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Zyx_2000
10-19-2010, 11:56 AM
Hi, I have a beginner question about GLSL here. What I want to do is create a geometry shader with GLSL 3.30 that takes line primitives as input, and for each line outputs a triangle strip consisting of two triangles. Those two triangles should together make a rectangle, where the diagonal is the inputted line. Will this code do the job right? If not, how can I accomplish it?

#version 330

layout(lines) in;
layout(triangle_strip, max_vertices = 4) out;

void main() {
vec2 p0 = gl_in[0].gl_Position;
vec2 p1 = gl_in[1].gl_Position;

gl_Position = vec4(p0, 0.0, 1.0);
EmitVertex();
gl_Position = vec4(p0.x, p1.y, 0.0, 1.0);
EmitVertex();
gl_Position = vec4(p1, 0.0, 1.0);
EmitVertex();
EndPrimitive();
gl_Position = vec4(p1.x, p0.y, 0.0, 1.0);
}

david_f_knight
10-19-2010, 08:26 PM
Without actually having tried to compile it, here are a few thoughts I have:

You have:
vec2 p0 = gl_in[0].gl_Position;
vec2 p1 = gl_in[1].gl_Position;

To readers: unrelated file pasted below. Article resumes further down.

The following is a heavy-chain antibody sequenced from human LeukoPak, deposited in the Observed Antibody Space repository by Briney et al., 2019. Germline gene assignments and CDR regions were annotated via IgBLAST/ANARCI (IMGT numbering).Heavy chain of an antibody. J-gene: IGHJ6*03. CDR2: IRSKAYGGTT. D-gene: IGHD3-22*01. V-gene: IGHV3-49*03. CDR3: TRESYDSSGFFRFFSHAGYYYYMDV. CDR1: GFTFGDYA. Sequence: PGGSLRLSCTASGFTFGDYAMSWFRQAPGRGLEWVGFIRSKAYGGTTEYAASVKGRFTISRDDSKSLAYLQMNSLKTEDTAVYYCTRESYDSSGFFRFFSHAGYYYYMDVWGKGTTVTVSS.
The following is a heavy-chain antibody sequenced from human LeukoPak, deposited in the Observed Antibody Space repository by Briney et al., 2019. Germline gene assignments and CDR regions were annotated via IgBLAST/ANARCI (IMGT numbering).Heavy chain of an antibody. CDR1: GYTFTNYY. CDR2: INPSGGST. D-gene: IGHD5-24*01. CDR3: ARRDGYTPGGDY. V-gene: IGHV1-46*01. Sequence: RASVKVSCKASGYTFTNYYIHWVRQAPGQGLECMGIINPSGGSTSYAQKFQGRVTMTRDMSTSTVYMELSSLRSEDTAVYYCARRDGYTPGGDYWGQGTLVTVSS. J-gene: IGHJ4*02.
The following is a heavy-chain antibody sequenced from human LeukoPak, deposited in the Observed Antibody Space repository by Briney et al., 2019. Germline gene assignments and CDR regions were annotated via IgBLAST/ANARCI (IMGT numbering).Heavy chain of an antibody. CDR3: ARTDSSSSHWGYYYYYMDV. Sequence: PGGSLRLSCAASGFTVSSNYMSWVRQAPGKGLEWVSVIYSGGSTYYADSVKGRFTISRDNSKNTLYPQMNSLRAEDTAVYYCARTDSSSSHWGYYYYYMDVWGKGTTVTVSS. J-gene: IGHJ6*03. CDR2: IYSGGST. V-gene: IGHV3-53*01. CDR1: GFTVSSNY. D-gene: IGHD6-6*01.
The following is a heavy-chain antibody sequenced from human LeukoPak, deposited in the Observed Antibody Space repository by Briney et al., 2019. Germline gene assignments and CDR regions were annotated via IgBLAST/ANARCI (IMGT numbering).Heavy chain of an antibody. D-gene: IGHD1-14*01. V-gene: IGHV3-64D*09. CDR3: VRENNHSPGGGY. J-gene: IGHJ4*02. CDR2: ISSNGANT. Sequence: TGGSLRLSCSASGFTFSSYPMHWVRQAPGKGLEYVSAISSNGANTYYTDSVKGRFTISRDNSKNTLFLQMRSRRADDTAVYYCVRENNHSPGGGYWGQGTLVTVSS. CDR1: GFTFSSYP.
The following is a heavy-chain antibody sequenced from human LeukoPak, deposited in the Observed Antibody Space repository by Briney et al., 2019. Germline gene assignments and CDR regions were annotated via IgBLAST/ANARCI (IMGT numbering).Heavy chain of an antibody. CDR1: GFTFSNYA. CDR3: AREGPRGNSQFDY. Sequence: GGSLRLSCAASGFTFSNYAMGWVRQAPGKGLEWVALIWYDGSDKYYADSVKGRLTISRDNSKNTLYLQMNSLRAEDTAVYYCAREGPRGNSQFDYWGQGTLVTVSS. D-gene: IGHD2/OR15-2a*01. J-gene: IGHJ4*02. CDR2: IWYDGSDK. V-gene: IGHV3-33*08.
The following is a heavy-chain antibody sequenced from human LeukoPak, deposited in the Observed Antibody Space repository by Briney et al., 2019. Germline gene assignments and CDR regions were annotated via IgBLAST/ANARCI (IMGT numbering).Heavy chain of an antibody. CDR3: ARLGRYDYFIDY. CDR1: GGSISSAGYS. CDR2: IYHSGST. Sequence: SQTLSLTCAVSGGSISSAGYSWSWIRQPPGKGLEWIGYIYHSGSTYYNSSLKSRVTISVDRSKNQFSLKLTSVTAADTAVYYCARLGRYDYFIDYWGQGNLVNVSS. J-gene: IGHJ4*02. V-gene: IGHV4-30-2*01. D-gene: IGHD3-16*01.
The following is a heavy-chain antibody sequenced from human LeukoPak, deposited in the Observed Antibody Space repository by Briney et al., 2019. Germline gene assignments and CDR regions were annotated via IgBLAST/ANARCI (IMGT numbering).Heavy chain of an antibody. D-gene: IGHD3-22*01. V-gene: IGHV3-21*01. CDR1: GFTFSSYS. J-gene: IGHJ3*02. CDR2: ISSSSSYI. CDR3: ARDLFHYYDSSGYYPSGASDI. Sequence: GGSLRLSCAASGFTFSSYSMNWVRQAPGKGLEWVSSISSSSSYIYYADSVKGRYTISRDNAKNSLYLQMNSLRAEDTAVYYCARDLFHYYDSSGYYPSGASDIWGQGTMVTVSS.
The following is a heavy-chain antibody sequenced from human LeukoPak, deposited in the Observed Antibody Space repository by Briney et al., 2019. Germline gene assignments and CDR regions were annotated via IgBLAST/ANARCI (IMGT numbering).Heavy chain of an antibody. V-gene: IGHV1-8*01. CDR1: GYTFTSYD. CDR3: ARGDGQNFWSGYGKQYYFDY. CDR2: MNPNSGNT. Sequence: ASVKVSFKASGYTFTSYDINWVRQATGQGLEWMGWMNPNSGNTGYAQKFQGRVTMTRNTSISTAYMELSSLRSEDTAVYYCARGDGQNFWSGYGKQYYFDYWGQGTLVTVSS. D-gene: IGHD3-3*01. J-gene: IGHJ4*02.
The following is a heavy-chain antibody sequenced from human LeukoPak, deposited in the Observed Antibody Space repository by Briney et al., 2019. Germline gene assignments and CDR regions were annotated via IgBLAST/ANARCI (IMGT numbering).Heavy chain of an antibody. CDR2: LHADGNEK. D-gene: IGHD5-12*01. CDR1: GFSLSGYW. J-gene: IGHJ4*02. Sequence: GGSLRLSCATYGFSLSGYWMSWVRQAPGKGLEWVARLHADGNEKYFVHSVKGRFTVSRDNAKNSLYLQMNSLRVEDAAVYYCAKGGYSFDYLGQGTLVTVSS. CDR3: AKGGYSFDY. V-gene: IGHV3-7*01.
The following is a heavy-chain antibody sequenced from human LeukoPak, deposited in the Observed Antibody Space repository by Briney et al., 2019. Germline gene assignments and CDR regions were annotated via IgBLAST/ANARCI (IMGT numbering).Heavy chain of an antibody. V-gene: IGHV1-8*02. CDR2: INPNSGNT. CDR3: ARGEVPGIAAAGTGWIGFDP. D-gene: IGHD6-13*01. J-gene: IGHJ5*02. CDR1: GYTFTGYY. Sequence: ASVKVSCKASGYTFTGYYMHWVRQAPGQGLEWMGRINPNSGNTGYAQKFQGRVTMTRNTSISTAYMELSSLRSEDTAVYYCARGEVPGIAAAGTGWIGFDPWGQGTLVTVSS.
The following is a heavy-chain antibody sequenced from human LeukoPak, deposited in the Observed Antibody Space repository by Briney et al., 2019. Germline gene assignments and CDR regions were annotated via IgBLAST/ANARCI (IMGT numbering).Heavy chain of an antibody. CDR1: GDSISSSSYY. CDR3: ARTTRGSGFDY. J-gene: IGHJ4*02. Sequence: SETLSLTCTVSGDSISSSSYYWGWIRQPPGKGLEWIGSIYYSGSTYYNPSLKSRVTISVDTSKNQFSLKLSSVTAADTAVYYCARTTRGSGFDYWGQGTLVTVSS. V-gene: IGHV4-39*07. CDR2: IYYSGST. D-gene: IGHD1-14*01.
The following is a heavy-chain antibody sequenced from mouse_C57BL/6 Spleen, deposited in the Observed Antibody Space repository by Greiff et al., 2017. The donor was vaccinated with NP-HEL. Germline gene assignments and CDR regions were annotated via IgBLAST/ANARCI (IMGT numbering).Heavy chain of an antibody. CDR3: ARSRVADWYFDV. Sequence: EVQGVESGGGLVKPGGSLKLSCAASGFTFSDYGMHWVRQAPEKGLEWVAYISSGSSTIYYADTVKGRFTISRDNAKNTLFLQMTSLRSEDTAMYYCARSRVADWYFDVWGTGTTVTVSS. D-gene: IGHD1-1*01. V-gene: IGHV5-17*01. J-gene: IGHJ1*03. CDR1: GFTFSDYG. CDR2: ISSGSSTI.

But gl_Position is a vec4, so you'll need something like:
vec2 p0 = gl_in[0].gl_Position.xy;

Also, I suspect you should not have EndPrimitive() where it is. I'm not sure, but I think EndPrimitive() will end the first triangle strip, which consists of just three vertices, and then you will emit your final vertex by itself which isn't enough to define a new triangle strip. If so, you should be able to just throw out the EndPrimitive() call altogether, or more properly put it at the end of your geometry shader, after the fourth gl_Position assignment statement.

Zyx_2000
10-20-2010, 03:03 AM
Well, if EndPrimitive() works that way, it makes a lot more sense. And since gl_Position is a vec4, I could also use points instead of lines to pass all the coordinates of the rectangle I want, right?

david_f_knight
10-20-2010, 05:04 PM
Yes, as long as you want to make axis-aligned rectangles (as you have in your example), and all the Z coordinates have a value of zero (as you have in your example), then you could just pass the geometry shader points, and turn them into rectangles, like this:

vec2 p0 = gl_in[0].gl_Position.xy;
vec2 p1 = gl_in[1].gl_Position.zw;
However, if you do that, then you should not perform any transformations on your points in the vertex shader... unless you do something like this:

vec2 p0 = gl_in[0].gl_Position.xy;
vec2 p1 = p0 + gl_in[1].gl_Position.zw;
In this example, gl_Position.z and gl_Position.w contain offsets rather than absolute positions, so you could transform your points in the vertex shader as long as you never modify the Z or W components (or do so with great thought about how to do what you really want).